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of proper encapsulation mixed with the pass-by-reference semantic (used in local and no-
interface views of EJBs) can lead to hard-to-find concurrency bugs. Using immutable ob-
jects as return values for singletons is a good strategy to solve these kind of problems.
Another strategy would be to return only copies of our objects or switching to the pass-by-
value semantic. The last strategy can be applied by switching to a remote business inter-
face in the singleton.
In the TheatreBox code, you have probably noticed a @AccessTimeout annotation
(with value 5 and unit TimeUnit.MINUTES ). When you execute a query against a
method with @Lock (WRITE) , and if some other thread is already accessing it, then
after 5 seconds of waiting, you will get a timeout exception. In order to change this beha-
vior (for example, by prolonging the allowed wait time), you can specify a
@javax.ejb.AccessTimout annotation at the method or class level.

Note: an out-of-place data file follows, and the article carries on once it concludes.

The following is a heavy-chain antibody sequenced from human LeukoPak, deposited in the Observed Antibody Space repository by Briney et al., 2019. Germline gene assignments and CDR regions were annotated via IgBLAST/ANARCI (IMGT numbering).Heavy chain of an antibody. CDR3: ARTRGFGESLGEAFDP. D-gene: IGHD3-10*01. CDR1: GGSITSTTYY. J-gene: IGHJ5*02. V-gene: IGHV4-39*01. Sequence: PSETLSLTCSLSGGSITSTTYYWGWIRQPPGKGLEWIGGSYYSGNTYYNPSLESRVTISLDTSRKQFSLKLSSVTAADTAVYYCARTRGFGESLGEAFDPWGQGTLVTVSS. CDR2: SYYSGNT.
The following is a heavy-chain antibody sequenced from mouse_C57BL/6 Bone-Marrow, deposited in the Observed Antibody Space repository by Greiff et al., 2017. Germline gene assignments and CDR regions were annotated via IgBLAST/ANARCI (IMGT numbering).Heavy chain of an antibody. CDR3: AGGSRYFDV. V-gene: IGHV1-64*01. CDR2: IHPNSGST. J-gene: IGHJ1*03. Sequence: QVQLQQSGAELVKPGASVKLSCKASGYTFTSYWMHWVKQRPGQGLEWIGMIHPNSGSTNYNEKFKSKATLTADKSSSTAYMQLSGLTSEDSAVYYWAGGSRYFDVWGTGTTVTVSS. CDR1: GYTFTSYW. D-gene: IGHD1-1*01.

Using bean-managed concurrency
The other possible option is to use a bean-managed concurrency strategy that can be pur-
sued by applying the @javax.ejb.ConcurrencyManagement annotation with an
argument of ConcurrencyManagementType.BEAN . This annotation will disable the
effect of the @Lock annotation we have used so far, putting the responsibility of ensuring
that the singleton cache does not get corrupted on the developer.
So, in order to ensure that our bookings are preserved, we will need to use a well-known
synchronized keyword on top of the buyTicket method, which is as follows:
public class TheatreBox {
. . . .
public synchronized void buyTicket(int seatId) {
final Seat seat = getSeat(seatId);
if (seat.isBooked()) {
throw new SeatBookedException("Seat " + seatId + "
already booked!");
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